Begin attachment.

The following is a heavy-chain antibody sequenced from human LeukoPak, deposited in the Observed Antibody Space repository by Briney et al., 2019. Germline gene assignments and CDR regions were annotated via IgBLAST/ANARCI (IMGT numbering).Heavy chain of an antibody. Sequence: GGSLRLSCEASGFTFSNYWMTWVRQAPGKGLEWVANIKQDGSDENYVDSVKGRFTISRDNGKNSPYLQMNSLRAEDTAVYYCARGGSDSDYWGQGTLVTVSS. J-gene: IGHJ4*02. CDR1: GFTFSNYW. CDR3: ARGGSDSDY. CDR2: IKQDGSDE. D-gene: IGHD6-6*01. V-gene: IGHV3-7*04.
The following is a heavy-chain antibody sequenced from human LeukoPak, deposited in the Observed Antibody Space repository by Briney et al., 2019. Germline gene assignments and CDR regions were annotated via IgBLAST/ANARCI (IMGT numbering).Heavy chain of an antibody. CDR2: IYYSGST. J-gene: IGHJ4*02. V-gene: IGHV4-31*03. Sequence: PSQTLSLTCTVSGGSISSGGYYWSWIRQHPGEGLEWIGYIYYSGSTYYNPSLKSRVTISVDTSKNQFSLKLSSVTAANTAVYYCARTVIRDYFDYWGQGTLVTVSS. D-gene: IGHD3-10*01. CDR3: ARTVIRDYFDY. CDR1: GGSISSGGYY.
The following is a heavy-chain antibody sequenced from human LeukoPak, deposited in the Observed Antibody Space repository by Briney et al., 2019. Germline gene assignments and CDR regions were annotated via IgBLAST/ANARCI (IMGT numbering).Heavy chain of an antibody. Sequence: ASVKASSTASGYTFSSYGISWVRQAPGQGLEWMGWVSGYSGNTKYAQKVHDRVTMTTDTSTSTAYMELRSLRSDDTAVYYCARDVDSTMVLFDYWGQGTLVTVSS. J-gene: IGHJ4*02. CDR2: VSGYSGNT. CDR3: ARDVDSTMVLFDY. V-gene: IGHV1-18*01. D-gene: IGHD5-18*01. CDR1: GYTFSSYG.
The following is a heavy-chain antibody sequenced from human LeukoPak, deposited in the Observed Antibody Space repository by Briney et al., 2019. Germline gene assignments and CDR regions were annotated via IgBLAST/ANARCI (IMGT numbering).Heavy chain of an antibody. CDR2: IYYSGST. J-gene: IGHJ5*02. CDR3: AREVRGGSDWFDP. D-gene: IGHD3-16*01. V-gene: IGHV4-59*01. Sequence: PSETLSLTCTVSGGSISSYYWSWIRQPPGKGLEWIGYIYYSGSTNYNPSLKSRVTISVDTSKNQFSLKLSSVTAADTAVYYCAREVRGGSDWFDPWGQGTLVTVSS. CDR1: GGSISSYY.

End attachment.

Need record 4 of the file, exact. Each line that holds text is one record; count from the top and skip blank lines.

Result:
The following is a heavy-chain antibody sequenced from human LeukoPak, deposited in the Observed Antibody Space repository by Briney et al., 2019. Germline gene assignments and CDR regions were annotated via IgBLAST/ANARCI (IMGT numbering).Heavy chain of an antibody. CDR2: IYYSGST. J-gene: IGHJ5*02. CDR3: AREVRGGSDWFDP. D-gene: IGHD3-16*01. V-gene: IGHV4-59*01. Sequence: PSETLSLTCTVSGGSISSYYWSWIRQPPGKGLEWIGYIYYSGSTNYNPSLKSRVTISVDTSKNQFSLKLSSVTAADTAVYYCAREVRGGSDWFDPWGQGTLVTVSS. CDR1: GGSISSYY.